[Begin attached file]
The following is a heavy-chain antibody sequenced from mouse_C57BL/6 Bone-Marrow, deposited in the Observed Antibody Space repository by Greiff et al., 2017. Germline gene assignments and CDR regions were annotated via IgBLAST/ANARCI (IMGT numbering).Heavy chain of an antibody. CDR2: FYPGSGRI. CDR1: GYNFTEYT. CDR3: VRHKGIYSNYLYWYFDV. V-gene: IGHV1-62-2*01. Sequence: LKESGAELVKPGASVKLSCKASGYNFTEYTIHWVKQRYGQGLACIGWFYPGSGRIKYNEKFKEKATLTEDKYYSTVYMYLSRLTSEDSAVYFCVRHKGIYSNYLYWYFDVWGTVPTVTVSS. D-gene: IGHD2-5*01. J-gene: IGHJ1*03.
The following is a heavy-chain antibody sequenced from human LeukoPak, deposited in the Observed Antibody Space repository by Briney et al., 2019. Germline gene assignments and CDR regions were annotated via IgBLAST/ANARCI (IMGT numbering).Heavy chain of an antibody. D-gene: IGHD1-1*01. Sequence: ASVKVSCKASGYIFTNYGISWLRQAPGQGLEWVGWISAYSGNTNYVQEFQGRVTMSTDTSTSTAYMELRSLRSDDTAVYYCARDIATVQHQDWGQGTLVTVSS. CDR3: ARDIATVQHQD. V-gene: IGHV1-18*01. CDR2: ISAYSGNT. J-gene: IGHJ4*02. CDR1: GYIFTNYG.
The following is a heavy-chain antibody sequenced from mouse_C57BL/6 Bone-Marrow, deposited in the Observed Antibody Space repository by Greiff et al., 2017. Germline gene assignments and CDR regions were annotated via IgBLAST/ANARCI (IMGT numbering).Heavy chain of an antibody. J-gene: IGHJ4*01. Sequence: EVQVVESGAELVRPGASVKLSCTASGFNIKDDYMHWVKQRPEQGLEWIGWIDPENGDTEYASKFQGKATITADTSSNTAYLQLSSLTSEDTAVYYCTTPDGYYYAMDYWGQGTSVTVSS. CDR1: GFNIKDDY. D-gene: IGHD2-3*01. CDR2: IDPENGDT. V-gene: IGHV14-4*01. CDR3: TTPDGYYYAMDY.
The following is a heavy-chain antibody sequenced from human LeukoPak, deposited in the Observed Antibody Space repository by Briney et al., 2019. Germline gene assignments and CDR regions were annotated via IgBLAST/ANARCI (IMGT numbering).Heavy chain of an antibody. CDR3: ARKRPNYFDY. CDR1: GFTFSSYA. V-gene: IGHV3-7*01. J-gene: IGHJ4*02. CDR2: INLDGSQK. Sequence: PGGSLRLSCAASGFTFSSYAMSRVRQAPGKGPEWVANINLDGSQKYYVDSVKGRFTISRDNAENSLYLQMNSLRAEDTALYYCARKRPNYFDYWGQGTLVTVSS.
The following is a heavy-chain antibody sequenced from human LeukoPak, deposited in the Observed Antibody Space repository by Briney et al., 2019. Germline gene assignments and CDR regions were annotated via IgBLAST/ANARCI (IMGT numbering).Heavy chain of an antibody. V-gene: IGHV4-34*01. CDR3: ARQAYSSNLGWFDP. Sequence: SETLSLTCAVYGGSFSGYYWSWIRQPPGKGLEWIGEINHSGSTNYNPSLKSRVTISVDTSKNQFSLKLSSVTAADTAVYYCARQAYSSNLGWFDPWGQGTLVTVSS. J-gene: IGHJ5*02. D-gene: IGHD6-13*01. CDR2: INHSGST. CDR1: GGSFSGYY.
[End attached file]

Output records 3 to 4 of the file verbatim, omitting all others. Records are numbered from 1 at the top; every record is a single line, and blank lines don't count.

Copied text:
The following is a heavy-chain antibody sequenced from mouse_C57BL/6 Bone-Marrow, deposited in the Observed Antibody Space repository by Greiff et al., 2017. Germline gene assignments and CDR regions were annotated via IgBLAST/ANARCI (IMGT numbering).Heavy chain of an antibody. J-gene: IGHJ4*01. Sequence: EVQVVESGAELVRPGASVKLSCTASGFNIKDDYMHWVKQRPEQGLEWIGWIDPENGDTEYASKFQGKATITADTSSNTAYLQLSSLTSEDTAVYYCTTPDGYYYAMDYWGQGTSVTVSS. CDR1: GFNIKDDY. D-gene: IGHD2-3*01. CDR2: IDPENGDT. V-gene: IGHV14-4*01. CDR3: TTPDGYYYAMDY.
The following is a heavy-chain antibody sequenced from human LeukoPak, deposited in the Observed Antibody Space repository by Briney et al., 2019. Germline gene assignments and CDR regions were annotated via IgBLAST/ANARCI (IMGT numbering).Heavy chain of an antibody. CDR3: ARKRPNYFDY. CDR1: GFTFSSYA. V-gene: IGHV3-7*01. J-gene: IGHJ4*02. CDR2: INLDGSQK. Sequence: PGGSLRLSCAASGFTFSSYAMSRVRQAPGKGPEWVANINLDGSQKYYVDSVKGRFTISRDNAENSLYLQMNSLRAEDTALYYCARKRPNYFDYWGQGTLVTVSS.